In our latest report on The Future Consumer, we aim to unpack the current traits, behaviours and mindsets of our current generations and understand where they might head in the future.
We believe that generational analysis isn’t a passing fad or a generalisation of a cohort of people, but an embedding of one’s psyche and worldview when people of various ages are living through the same political, technological or social shifts.
Who is Generation Y?
Generation Y, also known as the Millennials, are a generation who have chosen differently when it comes to traditional life markers by delaying marriage, children and the purchasing of their first home. This generation are currently in their family forming years, entered the workforce during the GFC and are in the middle of their careers during the COVID-19 pandemic.
Currently the median age of marriage is 30.5 years for women and 32.4 years for men – five years later than that of 1987. The median age at which women become a mother for the first time has increased by 4.6 years to 31.4 years old.
The great Australian dream of home ownership has felt out of reach for many Gen Ys, and as a result this generation has more of a propensity to focus on lifestyle pursuits and on valuing people and experiences over acquiring real estate.
To understand the shift, we look at the economics of entering this life marker. The average house price in Sydney today is 13 times the amount (in today’s dollars) of the average full-time annual income. For comparison, the parents of Gen Y (The Baby Boomers) would see the average house price being only 6 times the average-full time income. From this, we can conclude that real estate prices are rising much faster than their incomes.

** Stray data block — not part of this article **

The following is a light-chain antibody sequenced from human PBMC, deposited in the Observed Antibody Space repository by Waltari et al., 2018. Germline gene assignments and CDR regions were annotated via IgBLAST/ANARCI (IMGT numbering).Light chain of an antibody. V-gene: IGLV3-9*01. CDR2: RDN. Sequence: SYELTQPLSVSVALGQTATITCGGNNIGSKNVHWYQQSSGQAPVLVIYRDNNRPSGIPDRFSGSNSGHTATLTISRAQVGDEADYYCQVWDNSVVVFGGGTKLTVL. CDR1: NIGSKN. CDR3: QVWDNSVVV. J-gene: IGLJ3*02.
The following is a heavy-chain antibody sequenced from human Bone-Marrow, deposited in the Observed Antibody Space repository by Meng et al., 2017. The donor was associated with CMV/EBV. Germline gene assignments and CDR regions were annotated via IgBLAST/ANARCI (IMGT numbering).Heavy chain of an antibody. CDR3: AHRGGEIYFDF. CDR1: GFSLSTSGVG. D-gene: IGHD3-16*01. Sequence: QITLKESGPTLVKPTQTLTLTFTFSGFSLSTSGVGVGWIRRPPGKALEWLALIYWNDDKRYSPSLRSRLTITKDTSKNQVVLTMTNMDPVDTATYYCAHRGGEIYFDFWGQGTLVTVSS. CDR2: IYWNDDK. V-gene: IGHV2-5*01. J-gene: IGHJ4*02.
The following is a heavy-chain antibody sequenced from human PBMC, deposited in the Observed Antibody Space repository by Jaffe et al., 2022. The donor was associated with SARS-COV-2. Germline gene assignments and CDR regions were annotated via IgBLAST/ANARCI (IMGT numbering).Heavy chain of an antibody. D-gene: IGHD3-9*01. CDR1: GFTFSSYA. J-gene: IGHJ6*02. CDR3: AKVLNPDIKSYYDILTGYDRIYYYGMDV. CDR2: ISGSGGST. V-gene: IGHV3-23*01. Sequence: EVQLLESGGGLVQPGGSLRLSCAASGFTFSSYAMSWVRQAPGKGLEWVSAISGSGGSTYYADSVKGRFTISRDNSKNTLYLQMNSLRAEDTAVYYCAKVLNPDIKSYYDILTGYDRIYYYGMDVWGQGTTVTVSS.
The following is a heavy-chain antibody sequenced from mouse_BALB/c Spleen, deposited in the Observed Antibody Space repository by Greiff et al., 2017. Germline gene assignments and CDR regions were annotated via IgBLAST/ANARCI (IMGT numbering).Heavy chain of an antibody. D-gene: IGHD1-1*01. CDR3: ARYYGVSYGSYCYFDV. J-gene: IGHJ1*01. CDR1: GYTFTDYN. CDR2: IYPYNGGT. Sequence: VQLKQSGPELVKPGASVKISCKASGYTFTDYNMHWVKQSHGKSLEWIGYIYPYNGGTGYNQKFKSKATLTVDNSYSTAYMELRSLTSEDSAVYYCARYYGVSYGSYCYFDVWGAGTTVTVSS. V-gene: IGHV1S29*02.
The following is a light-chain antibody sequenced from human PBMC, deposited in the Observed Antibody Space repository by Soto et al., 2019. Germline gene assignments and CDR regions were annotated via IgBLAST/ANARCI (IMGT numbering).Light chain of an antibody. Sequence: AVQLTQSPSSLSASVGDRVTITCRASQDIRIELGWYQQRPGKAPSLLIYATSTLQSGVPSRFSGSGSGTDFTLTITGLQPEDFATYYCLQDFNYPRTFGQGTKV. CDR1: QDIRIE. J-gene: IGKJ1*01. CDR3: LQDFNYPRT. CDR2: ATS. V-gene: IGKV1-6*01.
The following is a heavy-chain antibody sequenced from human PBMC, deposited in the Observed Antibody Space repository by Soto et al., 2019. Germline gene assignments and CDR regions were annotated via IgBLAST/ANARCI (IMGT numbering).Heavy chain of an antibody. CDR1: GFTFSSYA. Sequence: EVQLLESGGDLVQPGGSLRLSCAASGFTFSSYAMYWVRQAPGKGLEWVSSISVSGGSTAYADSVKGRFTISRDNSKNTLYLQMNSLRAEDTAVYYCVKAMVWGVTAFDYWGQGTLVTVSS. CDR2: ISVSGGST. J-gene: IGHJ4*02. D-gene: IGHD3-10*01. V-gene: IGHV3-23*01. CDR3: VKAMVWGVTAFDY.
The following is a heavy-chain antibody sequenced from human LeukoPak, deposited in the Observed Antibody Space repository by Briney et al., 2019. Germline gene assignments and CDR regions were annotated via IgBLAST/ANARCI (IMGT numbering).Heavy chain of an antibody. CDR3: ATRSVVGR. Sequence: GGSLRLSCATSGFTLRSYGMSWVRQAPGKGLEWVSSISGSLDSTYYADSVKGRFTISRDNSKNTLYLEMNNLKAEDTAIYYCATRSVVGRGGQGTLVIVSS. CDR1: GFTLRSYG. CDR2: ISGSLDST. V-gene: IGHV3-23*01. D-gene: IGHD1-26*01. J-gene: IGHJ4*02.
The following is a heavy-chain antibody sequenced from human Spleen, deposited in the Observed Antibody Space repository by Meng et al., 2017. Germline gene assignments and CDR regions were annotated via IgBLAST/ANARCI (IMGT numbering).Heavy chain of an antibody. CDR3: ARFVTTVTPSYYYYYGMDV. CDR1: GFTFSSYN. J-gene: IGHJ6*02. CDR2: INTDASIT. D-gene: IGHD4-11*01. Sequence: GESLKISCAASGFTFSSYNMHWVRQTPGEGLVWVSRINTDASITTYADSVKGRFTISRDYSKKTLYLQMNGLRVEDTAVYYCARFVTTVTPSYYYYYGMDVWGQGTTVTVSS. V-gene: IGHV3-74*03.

So it isn’t surprising when lifestyle pursuits take precedence, creating an all-new “Australian Dream” filled with travel and experience design. In fact, Gen Ys took more overseas trips in 2019 (3,119,918) than all Australians took in 1997 (3,040,278).
A generation of digital natives, Gen Y grew alongside the sophistication of the internet. Whilst their older siblings in Gen X were introduced to the commercialisation of the internet in it’s infant form, Gen Y saw the explosion of Web 2.0 (the advent of participatory social, with the emphasis on user-generated content such as Facebook and Flickr).
Understanding the largest consumer demographic
Looking into the future, by 2030, Gen Y will comprise the largest consumer demographic. The effect of a highly innovative, technological and social generation will shape and design the retail landscape in the future, blurring the line between online, data-rich interactions and the traditional “offline” shopping mall experience.
- Online retail will become more efficient in packaging and delivery to reduce waste in order to meet the ethical standards brought about by younger generations.
- Shopping centres will still have their place, but transform into ‘hubs’ fostering community and provide places of social interaction
- The sharing economy will continue to become embedded into our way of life. Renting, or paying a subscription fee for goods such as transport or clothing, rather than owning outright, will suffice the needs of many consumers.
Article supplied with thanks to McCrindle.
About the Author: McCrindle are a team of researchers and communications specialists who discover insights, and tell the story of Australians – what we do, and who we are.
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